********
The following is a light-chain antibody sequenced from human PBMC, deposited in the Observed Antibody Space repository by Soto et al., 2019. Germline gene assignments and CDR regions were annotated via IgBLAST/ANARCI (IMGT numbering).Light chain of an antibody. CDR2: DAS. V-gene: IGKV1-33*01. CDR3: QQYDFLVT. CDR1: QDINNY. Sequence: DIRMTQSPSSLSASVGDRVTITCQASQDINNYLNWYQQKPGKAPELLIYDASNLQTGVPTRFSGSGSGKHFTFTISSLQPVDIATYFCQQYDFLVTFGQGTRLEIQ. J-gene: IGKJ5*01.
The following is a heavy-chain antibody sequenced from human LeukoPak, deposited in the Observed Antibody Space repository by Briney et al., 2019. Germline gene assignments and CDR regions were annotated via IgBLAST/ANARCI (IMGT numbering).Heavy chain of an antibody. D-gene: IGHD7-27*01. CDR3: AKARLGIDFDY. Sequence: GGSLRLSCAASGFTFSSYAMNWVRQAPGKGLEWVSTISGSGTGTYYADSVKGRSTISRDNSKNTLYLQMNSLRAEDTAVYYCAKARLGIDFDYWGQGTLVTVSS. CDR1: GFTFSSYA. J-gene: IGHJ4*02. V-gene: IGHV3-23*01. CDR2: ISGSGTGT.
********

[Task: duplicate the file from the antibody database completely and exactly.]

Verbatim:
The following is a light-chain antibody sequenced from human PBMC, deposited in the Observed Antibody Space repository by Soto et al., 2019. Germline gene assignments and CDR regions were annotated via IgBLAST/ANARCI (IMGT numbering).Light chain of an antibody. CDR2: DAS. V-gene: IGKV1-33*01. CDR3: QQYDFLVT. CDR1: QDINNY. Sequence: DIRMTQSPSSLSASVGDRVTITCQASQDINNYLNWYQQKPGKAPELLIYDASNLQTGVPTRFSGSGSGKHFTFTISSLQPVDIATYFCQQYDFLVTFGQGTRLEIQ. J-gene: IGKJ5*01.
The following is a heavy-chain antibody sequenced from human LeukoPak, deposited in the Observed Antibody Space repository by Briney et al., 2019. Germline gene assignments and CDR regions were annotated via IgBLAST/ANARCI (IMGT numbering).Heavy chain of an antibody. D-gene: IGHD7-27*01. CDR3: AKARLGIDFDY. Sequence: GGSLRLSCAASGFTFSSYAMNWVRQAPGKGLEWVSTISGSGTGTYYADSVKGRSTISRDNSKNTLYLQMNSLRAEDTAVYYCAKARLGIDFDYWGQGTLVTVSS. CDR1: GFTFSSYA. J-gene: IGHJ4*02. V-gene: IGHV3-23*01. CDR2: ISGSGTGT.